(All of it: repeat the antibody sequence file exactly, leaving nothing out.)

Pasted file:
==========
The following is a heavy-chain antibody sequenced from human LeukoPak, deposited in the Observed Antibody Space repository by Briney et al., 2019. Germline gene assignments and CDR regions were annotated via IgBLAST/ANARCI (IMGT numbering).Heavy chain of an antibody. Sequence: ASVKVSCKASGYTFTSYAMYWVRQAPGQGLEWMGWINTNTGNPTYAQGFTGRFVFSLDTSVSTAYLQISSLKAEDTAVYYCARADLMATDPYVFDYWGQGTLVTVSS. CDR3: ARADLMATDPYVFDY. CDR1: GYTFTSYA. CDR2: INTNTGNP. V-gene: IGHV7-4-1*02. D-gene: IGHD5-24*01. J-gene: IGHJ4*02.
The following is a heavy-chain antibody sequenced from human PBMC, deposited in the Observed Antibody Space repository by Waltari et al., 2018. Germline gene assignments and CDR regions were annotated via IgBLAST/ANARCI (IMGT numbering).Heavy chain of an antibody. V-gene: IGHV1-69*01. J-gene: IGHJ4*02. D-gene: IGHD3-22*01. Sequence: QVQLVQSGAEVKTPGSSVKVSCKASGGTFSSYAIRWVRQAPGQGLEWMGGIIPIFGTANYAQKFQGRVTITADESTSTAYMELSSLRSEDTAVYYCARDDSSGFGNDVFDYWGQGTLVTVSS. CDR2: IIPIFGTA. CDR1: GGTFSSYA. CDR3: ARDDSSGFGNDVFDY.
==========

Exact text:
The following is a heavy-chain antibody sequenced from human LeukoPak, deposited in the Observed Antibody Space repository by Briney et al., 2019. Germline gene assignments and CDR regions were annotated via IgBLAST/ANARCI (IMGT numbering).Heavy chain of an antibody. Sequence: ASVKVSCKASGYTFTSYAMYWVRQAPGQGLEWMGWINTNTGNPTYAQGFTGRFVFSLDTSVSTAYLQISSLKAEDTAVYYCARADLMATDPYVFDYWGQGTLVTVSS. CDR3: ARADLMATDPYVFDY. CDR1: GYTFTSYA. CDR2: INTNTGNP. V-gene: IGHV7-4-1*02. D-gene: IGHD5-24*01. J-gene: IGHJ4*02.
The following is a heavy-chain antibody sequenced from human PBMC, deposited in the Observed Antibody Space repository by Waltari et al., 2018. Germline gene assignments and CDR regions were annotated via IgBLAST/ANARCI (IMGT numbering).Heavy chain of an antibody. V-gene: IGHV1-69*01. J-gene: IGHJ4*02. D-gene: IGHD3-22*01. Sequence: QVQLVQSGAEVKTPGSSVKVSCKASGGTFSSYAIRWVRQAPGQGLEWMGGIIPIFGTANYAQKFQGRVTITADESTSTAYMELSSLRSEDTAVYYCARDDSSGFGNDVFDYWGQGTLVTVSS. CDR2: IIPIFGTA. CDR1: GGTFSSYA. CDR3: ARDDSSGFGNDVFDY.